Until a few years ago, when giving a prescription for antibiotics, healthcare providers advised us to finish the entire course of medication. Even if you felt better, you were supposed to carry on until the often bitter end.
Even the World Health Organization (WHO) says you should “always complete the full prescription, even if you feel better, because stopping treatment early promotes the growth of drug-resistant bacteria.”
Historically, a full prescription for most infections has been a minimum of seven days and as long as 14. For stubborn infections, a second round of a higher and stronger dose might be given. This approach began in the 1940s.
Recently though, infectious disease experts, educators and physicians are saying we need to rethink this approach, which they say is a habit rather than a sound practice standard.
Let’s take a look at why this way of prescribing antibiotics took root so strongly.
Some medical practitioners believe this started with Alexander Fleming, the discoverer of penicillin. In his 1945 Nobel Prize speech, he said if not enough penicillin was given for an infection, bacteria would develop resistance to the antibiotic.
It turns out that’s not true for all infections or for all forms of bacteria. Tuberculosis, gonorrhea and malaria are all infections with a high risk of producing mutations resulting in antibiotic-resistant bacteria. But generally speaking, most other types of bacteria do not share the same risk.
Does that mean antibiotic resistance isn’t really a concern?
No, antibiotic resistance is a real concern. It just doesn’t work the way we used to think it did. The discovery of penicillin and other antibiotics in the 20th century radically transformed how we deal with infection. In the United States alone, 150 million prescriptions for antibiotics are ordered every year.
However, it’s become clear that the more antibiotics we use, the more resistance we see. Estimates say two million people a year get antibiotic-resistant infections. Over-prescription and overuse are the real culprits here, not people failing to finish a course of treatment.
Staying the course, rather than quitting when you feel better, is causing harm rather than preventing it.
That’s because longer courses of antibiotics end up killing all types of bacteria, including the good ones, and this broad-spectrum effect can lead to the development of resistance across the board.
The bacteria facing the biggest threat of developing resistance are: Escherichia coli, Enterococcus faecium, Staphylococcus aureus, Klebsiella pneumonia, Acinetobacter app, Pseudomonas app, and Enterobacter app. We all have these bacteria in our bodies. While they are not harmful, they are carriers for drug-resistant genes. The risk lies in how easily they can swap resistance with other bacteria through a process called conjugation. As a result, drugs lose their power over subsequent generations of bacteria.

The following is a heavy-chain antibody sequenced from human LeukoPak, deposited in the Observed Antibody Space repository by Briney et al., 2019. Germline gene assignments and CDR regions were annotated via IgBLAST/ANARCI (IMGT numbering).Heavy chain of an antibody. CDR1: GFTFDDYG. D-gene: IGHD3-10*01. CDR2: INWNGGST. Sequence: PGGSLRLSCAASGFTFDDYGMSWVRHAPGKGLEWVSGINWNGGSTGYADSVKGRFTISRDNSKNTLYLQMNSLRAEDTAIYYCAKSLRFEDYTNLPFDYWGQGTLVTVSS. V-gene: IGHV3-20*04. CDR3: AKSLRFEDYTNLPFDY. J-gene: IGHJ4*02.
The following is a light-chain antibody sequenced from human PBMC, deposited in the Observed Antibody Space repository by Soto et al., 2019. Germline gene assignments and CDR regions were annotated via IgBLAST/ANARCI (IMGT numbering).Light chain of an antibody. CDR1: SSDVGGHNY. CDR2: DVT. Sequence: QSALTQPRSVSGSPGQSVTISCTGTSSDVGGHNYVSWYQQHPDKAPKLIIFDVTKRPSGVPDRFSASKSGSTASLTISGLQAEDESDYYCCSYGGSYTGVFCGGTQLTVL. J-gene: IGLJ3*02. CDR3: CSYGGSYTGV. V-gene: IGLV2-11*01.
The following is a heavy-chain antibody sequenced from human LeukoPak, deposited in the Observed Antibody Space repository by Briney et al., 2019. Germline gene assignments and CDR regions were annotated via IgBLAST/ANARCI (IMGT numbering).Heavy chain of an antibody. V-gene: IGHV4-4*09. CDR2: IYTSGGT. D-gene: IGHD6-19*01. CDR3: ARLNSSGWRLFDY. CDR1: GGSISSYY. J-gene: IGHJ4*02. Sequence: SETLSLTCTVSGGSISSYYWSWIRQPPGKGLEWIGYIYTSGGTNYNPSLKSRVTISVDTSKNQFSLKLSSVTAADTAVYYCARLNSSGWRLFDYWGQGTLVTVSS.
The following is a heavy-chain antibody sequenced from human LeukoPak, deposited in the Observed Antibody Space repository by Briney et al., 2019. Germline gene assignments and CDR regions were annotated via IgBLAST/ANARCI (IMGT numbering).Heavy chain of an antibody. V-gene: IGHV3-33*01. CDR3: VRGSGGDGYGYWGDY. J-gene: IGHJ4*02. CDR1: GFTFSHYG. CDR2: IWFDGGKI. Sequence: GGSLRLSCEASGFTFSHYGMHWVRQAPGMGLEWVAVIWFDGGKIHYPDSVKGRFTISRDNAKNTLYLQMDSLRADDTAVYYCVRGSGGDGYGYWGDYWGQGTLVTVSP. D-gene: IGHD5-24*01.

What does the research say about drug-resistant antibiotics?
There has been growing concern about antibiotic use for many years, and now there’s new evidence to consider, as published in the British Medical Journal. The authors had this to say: “The idea that stopping antibiotic treatment early encourages antibiotic resistance is not supported by evidence, while taking antibiotics for longer than necessary increases the risk of resistance.”
The lead author, Marin Llewellyn, said the team reviewed research which showed that for some infections, like those affecting the ear, a longer course is needed, while for others, like pneumonia, a shorter course is just as effective.
So how are doctors tackling the problem of antibiotic resistance?
First, many doctors have begun to write prescriptions for shorter rounds of drug therapy. They may also advise the patient stop a course of antibiotics early if they are feeling better. This means the patient has to pay attention to how they’re feeling at the start so they can make a good assessment of their response to the medication.
Second, if patients keep coming back with repeat infections, doctors are beginning to look at what lifestyle changes the patient can make, what environmental factors are at play, and what approaches, including prescription management, need to be considered.
Never stop a course of medication unless you have discussed it with your healthcare provider. But remember, you can express your concerns about antibiotic resistance to your doctor or pharmacist, just as you can ask them about anything else you should be aware of when taking medications.